8. Petition Re: Request for Emergency Order Pursuant to Federal Power Act Section 202(c) from Rick C. Giannantonio, General Counsel, First Energy Solutions Corp., to Secretary Rick Perry, U.S. Secretary of Energy at 2 (Mar. 29, 2018).
  9. See supranote 6.
  10. Comments and Responses of PJM Interconnection, supranote 11, at 10.
  11. Jeff St. John, Grid Operators Report to FERC on Grid Resilience, Green Tech. Media(Mar. 9, 2018),
  12. Comments of the Midcontinent Independent System Operator, Inc. at 1 n.2, Grid Reliability and Resilience Pricing, FERC Docket No. RM18-1-000 (Oct. 23, 2017) (“MISO Comments”).
  13. Id.
  14. See, e.g., Comments of the Pennsylvania Public Utility Commission at 1, Grid Reliability and Resilience Pricing, FERC Docket No. AD18-7-000 (May 9, 2018) (“The PAPUC generally supports the efforts taken thus far by PJM to improve the resilience of the PJM grid and further recommends adoption of some, but not all, of PJM’s recommendations to FERC for moving forward on this important endeavor. However, the PAPUC is concerned that some of PJM’s proposed design, operational and market modifications, offered in the name of resilience, may shortchange or even bypass normal PJM stakeholder deliberative processes.”).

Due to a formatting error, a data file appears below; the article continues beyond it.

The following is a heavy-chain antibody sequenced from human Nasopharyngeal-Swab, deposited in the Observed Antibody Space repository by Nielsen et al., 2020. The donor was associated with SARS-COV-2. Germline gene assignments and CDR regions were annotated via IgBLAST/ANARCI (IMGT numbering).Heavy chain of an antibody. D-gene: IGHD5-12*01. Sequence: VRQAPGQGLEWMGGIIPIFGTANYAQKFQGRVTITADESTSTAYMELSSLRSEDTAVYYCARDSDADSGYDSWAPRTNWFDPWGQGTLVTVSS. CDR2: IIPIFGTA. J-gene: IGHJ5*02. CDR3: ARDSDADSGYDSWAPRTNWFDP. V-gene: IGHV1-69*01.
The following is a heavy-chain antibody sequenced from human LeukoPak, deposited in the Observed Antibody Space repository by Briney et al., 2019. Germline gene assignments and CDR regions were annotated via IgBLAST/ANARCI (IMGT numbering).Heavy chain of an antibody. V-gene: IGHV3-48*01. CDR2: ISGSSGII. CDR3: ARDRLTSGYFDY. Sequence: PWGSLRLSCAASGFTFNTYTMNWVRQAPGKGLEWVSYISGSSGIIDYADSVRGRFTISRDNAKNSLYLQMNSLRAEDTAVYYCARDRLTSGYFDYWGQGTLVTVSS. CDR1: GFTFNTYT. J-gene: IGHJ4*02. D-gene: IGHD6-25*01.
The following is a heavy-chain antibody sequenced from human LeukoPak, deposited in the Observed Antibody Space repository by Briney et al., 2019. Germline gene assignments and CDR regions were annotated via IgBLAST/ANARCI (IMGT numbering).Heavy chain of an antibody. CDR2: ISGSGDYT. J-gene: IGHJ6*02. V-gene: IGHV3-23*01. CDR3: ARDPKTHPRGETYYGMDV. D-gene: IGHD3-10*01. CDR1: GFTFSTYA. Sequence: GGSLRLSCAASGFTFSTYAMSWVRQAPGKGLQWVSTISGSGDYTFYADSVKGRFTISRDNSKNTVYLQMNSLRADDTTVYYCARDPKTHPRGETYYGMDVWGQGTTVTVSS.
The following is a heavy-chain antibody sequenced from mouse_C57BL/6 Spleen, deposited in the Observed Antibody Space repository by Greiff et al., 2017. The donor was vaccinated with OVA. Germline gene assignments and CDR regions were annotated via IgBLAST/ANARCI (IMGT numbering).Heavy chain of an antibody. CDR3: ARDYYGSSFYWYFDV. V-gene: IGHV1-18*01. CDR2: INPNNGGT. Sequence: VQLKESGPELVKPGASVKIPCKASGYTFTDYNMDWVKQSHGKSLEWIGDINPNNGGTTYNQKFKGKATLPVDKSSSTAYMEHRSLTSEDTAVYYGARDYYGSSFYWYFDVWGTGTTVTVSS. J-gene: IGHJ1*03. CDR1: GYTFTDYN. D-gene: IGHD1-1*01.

15. Id. at 7.
  16. Comments of the Large Public Power Council, Grid Reliability and Resilience Pricing, FERC Docket No. AD18-7-000 (May 9, 2018).
  17. Id.
  18. See, e.g., Reply Comments of the American Wind Industry and the American Council on Renewable Energy at 2, Grid Reliability and Resilience Pricing, FERC Docket No. AD18-7-000 (May 9, 2018)(“The Commission should not impose a generic (e., one-size-fits-all) solution to address reliability and resilience, especially without a record to support such an action, and should resist any calls for undertaking remedies to address perceived reliability and resilience concerns, without an evidence-based determination of the need for such measures and the benefits to consumers. If not, the Commission will merely succeed in hurting jurisdictional markets and raising costs for consumers.”).